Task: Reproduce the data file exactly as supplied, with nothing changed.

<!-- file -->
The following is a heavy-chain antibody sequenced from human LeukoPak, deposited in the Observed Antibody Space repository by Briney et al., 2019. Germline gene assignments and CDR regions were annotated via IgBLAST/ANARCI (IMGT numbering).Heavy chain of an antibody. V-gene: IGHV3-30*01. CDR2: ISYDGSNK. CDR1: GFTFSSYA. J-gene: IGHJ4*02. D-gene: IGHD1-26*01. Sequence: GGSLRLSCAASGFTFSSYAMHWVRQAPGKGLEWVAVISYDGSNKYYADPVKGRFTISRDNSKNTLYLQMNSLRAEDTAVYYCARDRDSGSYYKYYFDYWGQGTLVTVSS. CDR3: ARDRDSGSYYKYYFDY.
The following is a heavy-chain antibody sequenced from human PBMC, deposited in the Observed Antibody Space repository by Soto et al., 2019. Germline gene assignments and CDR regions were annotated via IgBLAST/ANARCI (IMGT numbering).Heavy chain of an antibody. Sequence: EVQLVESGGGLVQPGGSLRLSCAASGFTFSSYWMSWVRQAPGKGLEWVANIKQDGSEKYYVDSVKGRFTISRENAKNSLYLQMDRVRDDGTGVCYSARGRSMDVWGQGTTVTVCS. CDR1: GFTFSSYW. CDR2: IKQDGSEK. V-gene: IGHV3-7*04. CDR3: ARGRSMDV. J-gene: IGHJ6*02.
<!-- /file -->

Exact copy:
The following is a heavy-chain antibody sequenced from human LeukoPak, deposited in the Observed Antibody Space repository by Briney et al., 2019. Germline gene assignments and CDR regions were annotated via IgBLAST/ANARCI (IMGT numbering).Heavy chain of an antibody. V-gene: IGHV3-30*01. CDR2: ISYDGSNK. CDR1: GFTFSSYA. J-gene: IGHJ4*02. D-gene: IGHD1-26*01. Sequence: GGSLRLSCAASGFTFSSYAMHWVRQAPGKGLEWVAVISYDGSNKYYADPVKGRFTISRDNSKNTLYLQMNSLRAEDTAVYYCARDRDSGSYYKYYFDYWGQGTLVTVSS. CDR3: ARDRDSGSYYKYYFDY.
The following is a heavy-chain antibody sequenced from human PBMC, deposited in the Observed Antibody Space repository by Soto et al., 2019. Germline gene assignments and CDR regions were annotated via IgBLAST/ANARCI (IMGT numbering).Heavy chain of an antibody. Sequence: EVQLVESGGGLVQPGGSLRLSCAASGFTFSSYWMSWVRQAPGKGLEWVANIKQDGSEKYYVDSVKGRFTISRENAKNSLYLQMDRVRDDGTGVCYSARGRSMDVWGQGTTVTVCS. CDR1: GFTFSSYW. CDR2: IKQDGSEK. V-gene: IGHV3-7*04. CDR3: ARGRSMDV. J-gene: IGHJ6*02.